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Thread: Road to Zion

  1. #46
    Veteran mafra's Avatar
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    Top 3 in losses all share the same odds.... right now, we are only 1 loss away from having most Ls in NBA.

  2. #47
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    21-9-2 for Zion (10-12 shooting) in third collegiate game.

  3. #48
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    Quote Originally Posted by mafra View Post
    21-9-2 for Zion (10-12 shooting) in third collegiate game.
    The guy is shooting like between 80-90% FG% in 3 games right?

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    Quote Originally Posted by tiger0330 View Post
    The guy is shooting like between 80-90% FG% in 3 games right?
    11-13, 11-14, 10-12 = 32-39 on the season. And they ain’t all dunks. People who claim he’ll struggle playing “against men his own size” obviously have never watched him play.

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    Quote Originally Posted by mafra View Post
    11-13, 11-14, 10-12 = 32-39 on the season. And they ain’t all dunks. People who claim he’ll struggle playing “against men his own size” obviously have never watched him play.
    82%. Among all the skills the guy has, his motor is unreal also.

  6. #51
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    Quote Originally Posted by tiger0330 View Post
    82%. Among all the skills the guy has, his motor is unreal also.
    It is infectious... The joy he has. You see how he just inspires his teammates by his freakish athleticism. I’m surprised by how efficient his offensive game is. On to Maui Invitational

    I think Knicks would be a playoff team next year signing Kemba and drafting Zion.

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    Quote Originally Posted by mafra View Post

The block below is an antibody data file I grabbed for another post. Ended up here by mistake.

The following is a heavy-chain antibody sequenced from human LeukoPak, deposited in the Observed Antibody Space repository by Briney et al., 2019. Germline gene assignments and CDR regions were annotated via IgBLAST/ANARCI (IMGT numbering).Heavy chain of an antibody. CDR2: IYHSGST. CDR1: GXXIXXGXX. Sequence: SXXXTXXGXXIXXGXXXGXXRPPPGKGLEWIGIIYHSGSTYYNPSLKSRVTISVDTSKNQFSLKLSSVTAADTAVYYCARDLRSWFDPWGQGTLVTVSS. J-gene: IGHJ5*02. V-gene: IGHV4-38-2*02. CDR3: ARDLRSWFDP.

21-9-2 for Zion (10-12 shooting) in third collegiate game.

  8. #53
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    SI moved Zion up to number 1 in their mock going to the Hawks and us picking Barrett at 2.


    1. Hawks — Zion Williamson, Forward, Duke
    Age: 18.4 | Height: 6-7 | Weight: 285
    Williamson’s teammate RJ Barrett started the season as the top prospect on our Big Board, but if things continue apace, there’s a good chance he’ll be displaced Williamson himself. The 6-7 forward has been phenomenal to start the season, averaging 27.5 points, 11.5 rebounds, 3.5 blocks and 3.0 assists per contest through two games.
    At just 18 years old, Williamson possesses unmatched athleticism, an impressively high basketball IQ and the ability to generate efficient offense even without a consistent jumper. Pairing him with Trae Young in Atlanta would be a joy.
    2. Knicks — RJ Barrett, Wing, Duke
    Age: 18.4 | Height: 6-7 | Weight: 208
    Barrett hasn’t exactly done anything wrong to justify not going No. 1. He’s averaging 28.0 points, 5.0 rebounds and 4.0 assists per game for the Blue Devils while showing off the collection of skills scouts already knew about alongside an improved jumper. He’d be a perfectly fine top pick.
    In New York, the 18-year-old would bring a valuable level of playmaking to a franchise that hasn’t finished in the top half of the league in offensive efficiency in five seasons. In particular, Barrett’s ball dominance could help Kevin Knox unlock his potential as a secondary creator on the perimeter.
    SCOUTING REPORTS: Barrett | Williamson
    3. Cavaliers — Nassir Little, Wing, North Carolina
    Age: 18.8 | Height: 6-7 | Weight: 215
    Little has been fighting for playing time on North Carolina’s stacked roster, and as such doesn’t have the same jaw-dropping per game numbers of Barrett and Williamson. Still, the 6-7 wing represents one of the more promising two-way prospects in the class. Notably, Little has already posted four steals and four blocks in just 64 minutes of court time this season.
    Cleveland is in need of a talent injection, and Little would help significantly.
    4. Suns — Cameron Reddish, Forward, Duke
    Age: 19.2 | Height: 6-9 | Weight: 205
    Reddish has shined in Duke’s first two outings primarily as a shooting threat from behind the arc. He’s attempted 21 3-pointers in just 55 minutes of court time, a rate that’s almost assuredly unsustainable over the course of a full season.